Dr. Smallwood told the ERT that the best way to prevent harm is siting White Pines to avoid problems.  Little can be done after the project is built.   He strongly disagrees with claims by Dr. Kerlinger and Dr. Strickland, witnesses for WPD, that impacts can be effectively mitigated once the wind turbines have been constructed.

The ERT continues Friday, December 4, 10 a.m., at the Prince Edward Community Centre, 375 Main St., Picton.

MPP Pettapiece launches energy referendum petition

petition

From Randy Pettapiece, MPP:

Last week, my colleague MPP John Yakabuski tabled a bill entitled Energy Referendum Act, 2015.

If passed, this bill would mandate that local municipalities hold a referendum before large-scale renewable energy projects are approved so that residents are the ones who decide if these projects will go forward.

The bill can be viewed at: http://ontla.on.ca/web/bills/bills_detail.do?locale=en&Intranet=&BillID=3597.

Forced industrial turbines have been a serious issue in our communities, and I support MPP Yakabuski’s efforts to return decision making powers to municipalities and residents.

If you would like to voice your support for this bill, I have attached a copy of a petition that you can sign. I will be introducing all completed petitions in the Ontario legislature to send a strong message to the government.

Please return original copies of the petition to my office: 55 Lorne Avenue, Unit 2, Stratford, Ontario, N5A 6S4.

The petition can also be accessed on my website: www.pettapiece.ca/petitions.

Sincerely,

Randy Pettapiece, MPP

Perth-Wellington

Phone: 519-272-0660

Toll-free: 1-800-461-9701

www.pettapiece.ca

 

Wind Concerns Ontario: SIGN this petition ( you must sign a paper copy and MAIL IT) and forward to your municipal government representative as well. Return local land use planning to our communities.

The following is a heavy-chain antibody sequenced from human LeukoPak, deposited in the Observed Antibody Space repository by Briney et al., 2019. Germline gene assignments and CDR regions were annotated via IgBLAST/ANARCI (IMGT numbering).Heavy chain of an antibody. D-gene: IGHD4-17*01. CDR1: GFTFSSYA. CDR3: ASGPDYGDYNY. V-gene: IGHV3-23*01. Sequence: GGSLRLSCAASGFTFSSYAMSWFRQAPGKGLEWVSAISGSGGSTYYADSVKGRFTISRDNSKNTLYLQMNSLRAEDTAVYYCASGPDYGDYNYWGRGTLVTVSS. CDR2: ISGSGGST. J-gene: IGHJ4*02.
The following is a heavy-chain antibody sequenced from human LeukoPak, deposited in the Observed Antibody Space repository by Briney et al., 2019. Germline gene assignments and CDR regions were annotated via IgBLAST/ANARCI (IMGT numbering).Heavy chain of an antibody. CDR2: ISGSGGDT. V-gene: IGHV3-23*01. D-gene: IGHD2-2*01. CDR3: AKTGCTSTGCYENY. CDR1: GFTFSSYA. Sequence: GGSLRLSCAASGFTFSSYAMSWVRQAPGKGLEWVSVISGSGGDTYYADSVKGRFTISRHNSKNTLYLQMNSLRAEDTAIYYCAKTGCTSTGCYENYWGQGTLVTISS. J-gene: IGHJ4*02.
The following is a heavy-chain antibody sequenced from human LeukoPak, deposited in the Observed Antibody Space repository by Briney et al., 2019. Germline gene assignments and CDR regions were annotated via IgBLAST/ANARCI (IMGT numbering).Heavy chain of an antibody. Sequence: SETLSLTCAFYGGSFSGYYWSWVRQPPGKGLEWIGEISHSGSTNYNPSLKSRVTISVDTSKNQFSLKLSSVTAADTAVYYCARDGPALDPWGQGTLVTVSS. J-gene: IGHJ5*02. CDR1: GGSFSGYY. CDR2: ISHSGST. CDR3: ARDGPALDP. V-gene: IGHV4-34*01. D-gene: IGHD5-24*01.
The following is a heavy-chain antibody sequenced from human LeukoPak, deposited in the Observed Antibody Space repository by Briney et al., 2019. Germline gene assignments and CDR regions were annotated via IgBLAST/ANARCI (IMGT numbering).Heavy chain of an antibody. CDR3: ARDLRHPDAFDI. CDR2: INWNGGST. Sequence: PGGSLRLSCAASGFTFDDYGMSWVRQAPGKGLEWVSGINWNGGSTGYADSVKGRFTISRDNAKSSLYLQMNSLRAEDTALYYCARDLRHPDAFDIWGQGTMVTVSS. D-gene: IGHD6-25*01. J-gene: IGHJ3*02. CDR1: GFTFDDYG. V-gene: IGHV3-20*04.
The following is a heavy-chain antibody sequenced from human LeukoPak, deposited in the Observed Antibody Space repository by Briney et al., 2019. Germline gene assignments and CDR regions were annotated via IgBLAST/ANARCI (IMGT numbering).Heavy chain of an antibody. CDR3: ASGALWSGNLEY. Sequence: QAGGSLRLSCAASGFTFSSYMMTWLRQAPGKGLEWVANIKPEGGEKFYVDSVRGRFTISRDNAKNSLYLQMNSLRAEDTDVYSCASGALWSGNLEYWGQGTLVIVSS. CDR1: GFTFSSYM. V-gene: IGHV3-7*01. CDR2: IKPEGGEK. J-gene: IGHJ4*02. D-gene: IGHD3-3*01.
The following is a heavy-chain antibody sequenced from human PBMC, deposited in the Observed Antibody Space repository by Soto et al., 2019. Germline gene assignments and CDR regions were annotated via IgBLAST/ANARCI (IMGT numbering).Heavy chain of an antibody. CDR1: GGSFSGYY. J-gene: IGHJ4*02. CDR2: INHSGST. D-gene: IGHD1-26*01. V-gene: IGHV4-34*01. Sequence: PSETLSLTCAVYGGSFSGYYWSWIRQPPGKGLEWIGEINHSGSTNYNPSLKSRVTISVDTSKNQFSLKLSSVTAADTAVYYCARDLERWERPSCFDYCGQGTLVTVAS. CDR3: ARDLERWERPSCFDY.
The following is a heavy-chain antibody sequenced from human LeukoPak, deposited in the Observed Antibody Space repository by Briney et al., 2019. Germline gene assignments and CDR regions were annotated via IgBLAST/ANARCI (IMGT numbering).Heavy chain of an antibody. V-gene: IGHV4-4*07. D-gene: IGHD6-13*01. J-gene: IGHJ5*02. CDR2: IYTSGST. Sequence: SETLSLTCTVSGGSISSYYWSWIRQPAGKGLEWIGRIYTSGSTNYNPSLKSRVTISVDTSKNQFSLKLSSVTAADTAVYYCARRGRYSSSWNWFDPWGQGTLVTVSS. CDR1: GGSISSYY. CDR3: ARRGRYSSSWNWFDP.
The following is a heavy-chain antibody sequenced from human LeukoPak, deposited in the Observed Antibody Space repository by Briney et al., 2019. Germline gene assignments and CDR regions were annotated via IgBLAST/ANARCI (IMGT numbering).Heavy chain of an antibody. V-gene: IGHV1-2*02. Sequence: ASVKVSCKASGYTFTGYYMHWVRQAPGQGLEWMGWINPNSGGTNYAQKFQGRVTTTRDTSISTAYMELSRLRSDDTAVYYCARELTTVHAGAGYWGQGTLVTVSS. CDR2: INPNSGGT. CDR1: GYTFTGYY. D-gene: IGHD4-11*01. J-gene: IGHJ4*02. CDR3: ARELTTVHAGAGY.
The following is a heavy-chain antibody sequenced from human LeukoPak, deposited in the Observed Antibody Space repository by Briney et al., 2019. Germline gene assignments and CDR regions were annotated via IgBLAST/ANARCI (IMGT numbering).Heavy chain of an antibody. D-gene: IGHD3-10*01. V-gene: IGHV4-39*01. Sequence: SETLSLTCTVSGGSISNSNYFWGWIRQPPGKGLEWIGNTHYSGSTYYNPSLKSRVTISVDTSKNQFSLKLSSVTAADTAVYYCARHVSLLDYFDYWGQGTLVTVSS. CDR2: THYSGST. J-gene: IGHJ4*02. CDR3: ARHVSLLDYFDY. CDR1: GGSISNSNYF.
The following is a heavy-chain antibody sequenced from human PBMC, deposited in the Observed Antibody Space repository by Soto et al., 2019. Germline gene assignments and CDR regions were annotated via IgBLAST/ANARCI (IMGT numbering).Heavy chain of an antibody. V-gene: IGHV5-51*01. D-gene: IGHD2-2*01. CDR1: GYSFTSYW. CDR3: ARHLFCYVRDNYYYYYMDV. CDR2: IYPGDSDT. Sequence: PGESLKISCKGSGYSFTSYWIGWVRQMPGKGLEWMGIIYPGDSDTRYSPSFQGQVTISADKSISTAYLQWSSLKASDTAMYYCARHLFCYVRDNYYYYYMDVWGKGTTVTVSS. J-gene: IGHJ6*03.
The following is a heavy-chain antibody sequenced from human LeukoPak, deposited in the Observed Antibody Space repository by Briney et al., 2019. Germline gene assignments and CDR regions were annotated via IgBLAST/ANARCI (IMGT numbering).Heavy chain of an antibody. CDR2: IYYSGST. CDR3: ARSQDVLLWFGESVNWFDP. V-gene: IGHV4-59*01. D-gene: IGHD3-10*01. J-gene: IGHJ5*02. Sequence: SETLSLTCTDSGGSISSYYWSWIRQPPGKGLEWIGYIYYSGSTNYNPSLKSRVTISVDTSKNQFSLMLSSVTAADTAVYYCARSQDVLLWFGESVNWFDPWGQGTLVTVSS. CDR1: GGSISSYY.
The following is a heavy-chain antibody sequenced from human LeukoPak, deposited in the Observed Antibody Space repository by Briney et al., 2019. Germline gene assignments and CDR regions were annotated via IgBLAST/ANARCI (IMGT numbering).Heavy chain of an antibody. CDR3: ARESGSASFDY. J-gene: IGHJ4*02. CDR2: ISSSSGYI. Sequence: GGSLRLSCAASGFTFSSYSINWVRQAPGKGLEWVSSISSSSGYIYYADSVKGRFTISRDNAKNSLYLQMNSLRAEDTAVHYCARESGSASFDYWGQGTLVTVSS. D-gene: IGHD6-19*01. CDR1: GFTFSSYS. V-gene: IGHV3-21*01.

Wolfe Island most dangerous wind farm in North America

The Eastern Meadowlark among several species of bird that will be harmed by the White Pines project, experts testify
The Eastern Meadowlark among several species of bird that will be harmed by the White Pines project, experts testify

Wolfe Island a killing field for birds, White Pines high-risk for wildlife experts testify

More stunning testimony yesterday at the White Pines appeal as an avian behavior expert spoke on reported bird fatalities at Wolfe Island, a few kilometres away from both Ostrander Point and the White Pines project areas.

Report on Environmental Review Tribunal Hearing on White Pines Wind Project

December 1

On Day 15 three experts testified at the Environmental Review Tribunal (ERT) that the White Pines wind project will cause serious and irreversible harm to birds and bats.  All had concerns with the project location on a migratory path on Lake Ontario’s shoreline.
Dr. Michael Hutchins, Director of the American Bird Conservancy’s Bird Smart Wind Energy Campaign, was qualified as a biologist with specialization in animal behaviour and with expertise in the impact of wind energy projects on birds and bats.  Hutchins told the ERT that one function of the Bird Smart Campaign is to educate decision-makers so turbines are properly sited.   White Pines is in a high-risk location.  The U.S. Fish and Wildlife Service recommends three-mile setbacks from the Great Lakes.​
Hutchins cited a recent U.S. study showing significant displacement of breeding grassland birds in mid-western states after turbine construction.  White Pines will displace protected Bobolink, Eastern Meadowlark, and Eastern Whip-poor-will, and the impact could easily result in local extirpation.​
Bill Evans has researched the impact of wind projects on birds and bats for 20 years.   Evans was qualified as an expert in avian acoustic monitoring and nocturnal bird migration.  He said that a number of species in Ontario, including the Purple Martin, have been in long-term decline, but Stantec did no surveys of Purple Martins during late summer when large numbers gather to roost.  Evans noted that Purple Martin collision fatalities are increasing at Ontario wind facilities and made up 6.09% of all bird fatalities in 2014, higher than in 2012.

Dr. Shawn Smallwood was qualified as an ecologist with expertise in avian wildlife behaviour and conservation.   In addition to 70 peer-reviewed publications Smallwood has done research at the Altamont Pass Wind Resource Area (WRA), a California wind project notorious for its high raptor mortality.

Smallwood told the ERT that impact monitoring at Wolfe Island indicates the highest avian fatality rates in North America other than at Altamont Pass WRA.   Based on methods commonly used across the rest of North America, Smallwood estimates that Wolfe Island kills 21.9 birds per turbine per year.  This is nearly twice the number reported by Stantec using searches only within a 50-foot radius, less than half of standard practice.  Smallwood considers Wolfe Island one of the most dangerous wind projects on the American continent.